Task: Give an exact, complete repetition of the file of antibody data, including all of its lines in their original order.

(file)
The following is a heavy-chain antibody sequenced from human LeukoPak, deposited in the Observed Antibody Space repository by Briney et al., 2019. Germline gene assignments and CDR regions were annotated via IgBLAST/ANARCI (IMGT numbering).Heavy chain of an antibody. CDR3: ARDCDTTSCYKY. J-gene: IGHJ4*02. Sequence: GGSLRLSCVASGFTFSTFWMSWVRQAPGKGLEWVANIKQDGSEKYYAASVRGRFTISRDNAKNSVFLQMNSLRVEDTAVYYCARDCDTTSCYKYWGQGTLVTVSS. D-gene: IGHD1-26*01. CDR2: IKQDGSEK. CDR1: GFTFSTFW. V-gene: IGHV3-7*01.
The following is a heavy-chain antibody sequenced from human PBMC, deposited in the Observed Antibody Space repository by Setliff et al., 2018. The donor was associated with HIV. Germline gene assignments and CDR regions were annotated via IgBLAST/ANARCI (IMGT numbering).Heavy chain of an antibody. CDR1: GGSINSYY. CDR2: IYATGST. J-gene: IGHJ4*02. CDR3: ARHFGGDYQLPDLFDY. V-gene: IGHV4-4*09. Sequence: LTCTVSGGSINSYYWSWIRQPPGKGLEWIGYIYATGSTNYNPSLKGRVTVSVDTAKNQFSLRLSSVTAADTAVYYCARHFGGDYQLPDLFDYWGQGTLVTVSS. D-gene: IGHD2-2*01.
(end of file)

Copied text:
The following is a heavy-chain antibody sequenced from human LeukoPak, deposited in the Observed Antibody Space repository by Briney et al., 2019. Germline gene assignments and CDR regions were annotated via IgBLAST/ANARCI (IMGT numbering).Heavy chain of an antibody. CDR3: ARDCDTTSCYKY. J-gene: IGHJ4*02. Sequence: GGSLRLSCVASGFTFSTFWMSWVRQAPGKGLEWVANIKQDGSEKYYAASVRGRFTISRDNAKNSVFLQMNSLRVEDTAVYYCARDCDTTSCYKYWGQGTLVTVSS. D-gene: IGHD1-26*01. CDR2: IKQDGSEK. CDR1: GFTFSTFW. V-gene: IGHV3-7*01.
The following is a heavy-chain antibody sequenced from human PBMC, deposited in the Observed Antibody Space repository by Setliff et al., 2018. The donor was associated with HIV. Germline gene assignments and CDR regions were annotated via IgBLAST/ANARCI (IMGT numbering).Heavy chain of an antibody. CDR1: GGSINSYY. CDR2: IYATGST. J-gene: IGHJ4*02. CDR3: ARHFGGDYQLPDLFDY. V-gene: IGHV4-4*09. Sequence: LTCTVSGGSINSYYWSWIRQPPGKGLEWIGYIYATGSTNYNPSLKGRVTVSVDTAKNQFSLRLSSVTAADTAVYYCARHFGGDYQLPDLFDYWGQGTLVTVSS. D-gene: IGHD2-2*01.